To make a Profit, the business needs to focus, not on breaking even, not on survival, but on business profitability – literally, the ‘ability’ of the business to aim at and produce a specific dollar amount of profit as a percentage of projected gross income. Only when this is the clear business target is it possible to build a business that can deliver profit to the owner year after year. Only then can that business truly become an ongoing, revenue-producing asset for the owner. How is this done? How can a business become a profitable asset? Show me the Money! Most small businesses are inherently profitable. Depending on the business, a reliable profit of 10% to 30% of total annual sales already exists as the potential, ongoing profit return on investment of the company. But where is this Profit? Why is it so hard to see, let alone produce?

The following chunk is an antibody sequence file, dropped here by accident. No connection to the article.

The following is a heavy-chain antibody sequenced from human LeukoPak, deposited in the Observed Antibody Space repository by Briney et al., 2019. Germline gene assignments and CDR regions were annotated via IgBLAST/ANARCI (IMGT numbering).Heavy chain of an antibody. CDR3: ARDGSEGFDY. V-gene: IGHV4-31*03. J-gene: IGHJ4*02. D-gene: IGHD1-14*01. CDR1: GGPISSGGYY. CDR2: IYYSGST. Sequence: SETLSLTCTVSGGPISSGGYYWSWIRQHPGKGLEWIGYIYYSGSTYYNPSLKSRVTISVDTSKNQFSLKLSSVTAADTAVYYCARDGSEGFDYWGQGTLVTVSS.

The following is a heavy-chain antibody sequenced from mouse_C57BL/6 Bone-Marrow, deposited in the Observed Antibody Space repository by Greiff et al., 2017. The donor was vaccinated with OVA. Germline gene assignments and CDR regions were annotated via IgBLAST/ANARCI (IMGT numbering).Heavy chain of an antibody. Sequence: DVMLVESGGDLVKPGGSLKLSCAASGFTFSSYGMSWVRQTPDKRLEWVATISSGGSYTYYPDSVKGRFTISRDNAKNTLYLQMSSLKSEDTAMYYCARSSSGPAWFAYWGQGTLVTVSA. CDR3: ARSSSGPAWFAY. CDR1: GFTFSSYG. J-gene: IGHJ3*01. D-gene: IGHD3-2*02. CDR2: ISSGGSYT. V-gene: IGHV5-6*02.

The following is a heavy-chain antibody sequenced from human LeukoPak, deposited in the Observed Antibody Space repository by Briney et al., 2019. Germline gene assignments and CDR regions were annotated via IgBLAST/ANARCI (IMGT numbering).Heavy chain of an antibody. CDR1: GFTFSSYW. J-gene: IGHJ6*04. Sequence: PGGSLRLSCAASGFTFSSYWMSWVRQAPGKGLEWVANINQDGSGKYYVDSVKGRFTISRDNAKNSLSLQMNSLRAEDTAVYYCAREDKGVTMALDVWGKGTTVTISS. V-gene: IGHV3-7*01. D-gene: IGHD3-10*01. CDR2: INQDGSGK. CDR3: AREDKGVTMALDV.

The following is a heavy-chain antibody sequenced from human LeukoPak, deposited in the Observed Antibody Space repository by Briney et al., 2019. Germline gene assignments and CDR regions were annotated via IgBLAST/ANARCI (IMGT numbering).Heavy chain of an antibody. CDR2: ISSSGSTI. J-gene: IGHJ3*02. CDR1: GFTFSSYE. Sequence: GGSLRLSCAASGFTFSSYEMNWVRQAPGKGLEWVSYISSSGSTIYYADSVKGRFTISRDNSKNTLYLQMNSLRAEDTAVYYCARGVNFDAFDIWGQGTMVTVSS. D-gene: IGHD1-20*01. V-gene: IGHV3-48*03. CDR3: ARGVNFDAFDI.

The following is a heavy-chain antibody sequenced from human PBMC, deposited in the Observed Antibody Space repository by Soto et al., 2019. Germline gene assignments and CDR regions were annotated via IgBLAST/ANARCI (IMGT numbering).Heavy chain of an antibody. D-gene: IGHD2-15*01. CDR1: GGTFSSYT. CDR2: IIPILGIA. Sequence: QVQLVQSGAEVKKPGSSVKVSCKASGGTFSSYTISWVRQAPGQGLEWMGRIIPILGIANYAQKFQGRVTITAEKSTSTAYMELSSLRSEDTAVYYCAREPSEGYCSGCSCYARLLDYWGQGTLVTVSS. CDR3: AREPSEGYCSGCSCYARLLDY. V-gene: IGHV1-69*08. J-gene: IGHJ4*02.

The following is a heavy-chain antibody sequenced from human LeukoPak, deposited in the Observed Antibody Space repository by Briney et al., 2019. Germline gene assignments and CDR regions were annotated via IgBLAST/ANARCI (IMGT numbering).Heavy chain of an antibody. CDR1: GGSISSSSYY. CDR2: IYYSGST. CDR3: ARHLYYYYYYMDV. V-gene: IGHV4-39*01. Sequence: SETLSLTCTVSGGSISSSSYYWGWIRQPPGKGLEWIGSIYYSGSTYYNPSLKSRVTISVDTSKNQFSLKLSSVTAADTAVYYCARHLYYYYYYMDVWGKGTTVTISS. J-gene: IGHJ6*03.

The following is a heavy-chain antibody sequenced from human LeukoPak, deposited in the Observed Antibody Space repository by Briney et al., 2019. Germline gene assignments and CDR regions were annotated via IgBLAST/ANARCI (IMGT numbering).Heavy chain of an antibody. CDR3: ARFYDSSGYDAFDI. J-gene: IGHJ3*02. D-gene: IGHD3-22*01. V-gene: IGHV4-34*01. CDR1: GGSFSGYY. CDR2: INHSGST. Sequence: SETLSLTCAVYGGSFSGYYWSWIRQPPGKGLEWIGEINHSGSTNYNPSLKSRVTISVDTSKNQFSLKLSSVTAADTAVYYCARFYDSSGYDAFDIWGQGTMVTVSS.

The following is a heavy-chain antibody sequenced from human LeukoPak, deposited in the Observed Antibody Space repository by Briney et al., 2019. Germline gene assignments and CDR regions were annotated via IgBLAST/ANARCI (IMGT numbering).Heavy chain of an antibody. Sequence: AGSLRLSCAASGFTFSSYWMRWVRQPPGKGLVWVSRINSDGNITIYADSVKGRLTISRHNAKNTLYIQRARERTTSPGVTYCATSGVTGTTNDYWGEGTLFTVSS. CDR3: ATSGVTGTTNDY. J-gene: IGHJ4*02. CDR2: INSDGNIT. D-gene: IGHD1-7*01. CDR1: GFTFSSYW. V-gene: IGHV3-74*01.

As a small business consultant for a major consulting practice, I was continually amazed at the number of small-to-medium sized companies operating with a ledger notebook and aluminum box for cash. I was stunned that the computer was used only for internet email, customer letters and office decoration. The accounting software (QuickBooks or Peachtree) was on the computer for tax purposes used by the accountant at tax time. As a consultant I was able to help the small business owners realize the most effective way to run a profitable business was to plan to be profitable. By getting the owner to understand that expenses and sales should be planned towards a goal and events controlled in such a manner as to yield the profit target. By not monitoring the profit and loss statement, the business events control the owners, and management cannot drive process and procedures toward profits. The accounting software packages were then set up to view each product by profit and loss statements on a monthly and annual basis. This allowed the small business owner the ability to react quickly to any deviations from its budgeted plans (cash falling through the cracks). The organization learns from the feedback it gets by comparing budgeted goals to actual results(revenue decreasing). Communication increased throughout the organization about employee expectations towards profitable goals.